Determining the quality of an ambient release is a tricky proposition, because the verdict so often comes down to the intersection of expectation and realization; if you want a piece for background listening and the disc delivers background listening, it’s golden. On the other hand, if you want some kind of narrative flow and you get background listening, well, the same disc that was magically so wonderful in the first scenario becomes trash.
Klangwart’s new release, the first in nine years for Markus Detmer and Timo Reuber, will please those who are looking for a narrative. Stadtlandfluss is a beautifully executed piece of ambience, broken up into seven parts on the CD but never delineating itself in any kind of audible way. It spends almost its entire duration in a state of slow build, starting with silence, building through radio static and drones into an almost Autechre-esque pastiche of rhythmic distortion, eventually culminating in a terribly abrasive spiked wall of static before falling off a cliff and completely fading to silence again. As such, it could be a metaphor for a coming hurricane, or a day in the life of a working stiff, or creation—it doesn’t really matter. What does matter is that Stadtlandfuss maintains its focus and stays interesting for its entire 35 minutes, making it an utterly engaging success. Just don’t relegate it to the background.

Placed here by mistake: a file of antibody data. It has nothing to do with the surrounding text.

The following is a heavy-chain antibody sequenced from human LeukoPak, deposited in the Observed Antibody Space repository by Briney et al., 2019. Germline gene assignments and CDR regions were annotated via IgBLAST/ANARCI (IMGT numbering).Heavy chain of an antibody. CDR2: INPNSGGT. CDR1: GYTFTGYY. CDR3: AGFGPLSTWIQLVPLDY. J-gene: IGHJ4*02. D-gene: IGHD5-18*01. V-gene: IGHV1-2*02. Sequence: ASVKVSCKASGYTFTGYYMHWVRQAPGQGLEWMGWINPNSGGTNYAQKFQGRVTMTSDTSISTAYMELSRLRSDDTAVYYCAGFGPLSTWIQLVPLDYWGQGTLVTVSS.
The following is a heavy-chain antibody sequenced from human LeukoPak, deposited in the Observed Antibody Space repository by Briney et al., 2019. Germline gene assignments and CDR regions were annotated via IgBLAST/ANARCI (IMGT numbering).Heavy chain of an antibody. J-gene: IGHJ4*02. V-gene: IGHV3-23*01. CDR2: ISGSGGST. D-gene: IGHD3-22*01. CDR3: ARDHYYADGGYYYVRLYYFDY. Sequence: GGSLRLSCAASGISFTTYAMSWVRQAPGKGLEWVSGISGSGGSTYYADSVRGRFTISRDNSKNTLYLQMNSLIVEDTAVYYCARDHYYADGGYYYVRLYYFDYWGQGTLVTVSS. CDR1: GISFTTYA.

// Sound Affects
"The man whose songs were recorded by Johnny Cash, Alan Jackson, Ricky Skaggs, David Allan Coe, The Highwaymen, and countless others succumbs to time’s cruel cue that the only token of permanence we have to offer are the effects of shared moments and memories.READ the article